Ultra-Orthodox Jewish women take part in a studio class at the Haredi branch of the Bezalel Academy of Arts and Design in Jerusalem on Dec. 8. (Heidi Levine for The Washington Post)

By Shira RubinJanuary 6, 2022 at 3:00 a.m. EST
The Washington Post

JERUSALEM — For years, ultra-Orthodox Jewish women in Israel have been on the leading edge of change inside their traditional, highly insular communities.

But they have recently been opening a new frontier, taking their quiet revolution to a nondescript building in a Jerusalem industrial area where, as students at an offshoot branchof a prominent art school, they are encountering both the secular world and fine arts in new ways.

Through their painting, drawing, photography and sculpture, these ultra-Orthodox women are revealing the interiors of their homes and communities to a new audience of secular teachers, while engaging in a form of creativity that has long had a controversial status in some Jewish traditions. The Ten Commandments prohibit making “a graven image, nor any manner of likeness, of any thing that is in heaven above, or that is in the earth beneath, or that is in the water under the earth.”

Some students paint abstract self-portraits, construct mazelike installations to simulate the frequently cramped homes of the ultra-Orthodox, or use their art to address topics such as mental health, considered taboo in much of their community. Many of the architecture students are drafting blueprints aimed at upgrading Israel’s growing ultra-Orthodox districts, where large families cram into small apartments and often lack access to public parks.

With the help of another student, Michal Rosenfield, right, a second-year art student and mother of three, shows one of her sketches during class. (Heidi Levine for The Washington Post)

With 220 students and growing every year, the experimental ultra-Orthodox wing of the vaunted Bezalel Academy of Arts and Design provides women with degrees in art, architecture and graphic design, which they are using to break into an Israeli culture scene centered in the mostly liberal and secular city of Tel Aviv.

For some of the women here, the intensive coursework and occasional 10-hour school days can complicate prospects for marriage, which the students say is all-important. Tehila Sasson, 21, a third-year art student, said she’s spent many of her recent arranged dates with men “explaining what art is, as a profession. There’s a lack of knowledge about it in the ultra-Orthodox world.”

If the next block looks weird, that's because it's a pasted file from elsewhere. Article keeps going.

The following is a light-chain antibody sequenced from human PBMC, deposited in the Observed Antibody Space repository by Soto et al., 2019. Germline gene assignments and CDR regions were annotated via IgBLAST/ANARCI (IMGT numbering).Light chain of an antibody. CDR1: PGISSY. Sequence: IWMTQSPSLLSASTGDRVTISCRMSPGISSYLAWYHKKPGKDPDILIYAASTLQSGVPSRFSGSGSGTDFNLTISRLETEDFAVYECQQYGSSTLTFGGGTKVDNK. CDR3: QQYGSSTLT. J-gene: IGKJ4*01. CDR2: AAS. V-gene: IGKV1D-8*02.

Over the past decade, more ultra-Orthodox, or Haredi, women have married later, and many women who still marry by age 20 have been spacing out their pregnancies, leaving more time for their studies and careers, according to Lee Cahaner of the Israel Democracy Institute, who researches the ultra-Orthodox.

A photograph of Menachem Mendel Schneerson, leader of the Chabad-Lubavitch movement, on the desk of an art student. (Heidi Levine for The Washington Post)

Iris Ahuva Pykovsk works on her painting showing the Cave of the Patriarchs in Hebron, known to Jews as the Cave of Machpelah. (Heidi Levine for The Washington Post)

Their foray into secular, mainstream Israel has, by and large, been authorized by their rabbis, who praise the women for financially supporting their families — which average seven children — and enabling their husbands to study the Torah full time. The rabbis, however, also warn of its perils. “We may be winning the battle for our livelihoods, while losing the war for a home that supports the Torah,” ultra-Orthodox rabbi David Leibel said in a letter from a coalition of religious schools to Haredi families.

The director of Bezalel’s ultra-Orthodox branch, Rivka Vardi, a 45-year-old Haredi mother of eight and grandmother of three, said the new generation of Haredi women is searching for ways to ask questions and depict their lives, but also uphold their religious values.

The students continue to observe their traditions — praying three times a day, keeping a kosher communal kitchen, rocking napping newborns during lectures, and, if married, wearing wigs or head coverings in accordance with religious rules.

But there are also signs of rebellion. Lia Kalifa, 22, a first-year student from the ultra-Orthodox neighborhood of Sanhedria, has six tattoos, including on her ear and under her chin. Tattoos are widely viewed as a violation among religious Jews.

Lia Kalifa, 22, a first-year art student, shows her tattoos. (Heidi Levine for The Washington Post)

Kalifa said her photography walks a line between the permitted and the prohibited. She photographed the burning of a book she published, which had largely failed to sell, creating images that evoked the burning and desecration of Jewish holy books throughout history. Another work portrays ripped shekel bills, exploring the role of money in contemporary life — a subject that resonates in the Haredi context, with more than half the ultra-Orthodox population below the poverty line and many still deriding careers as “worldly” endeavors.

“Art,” she said, “is for the soul.”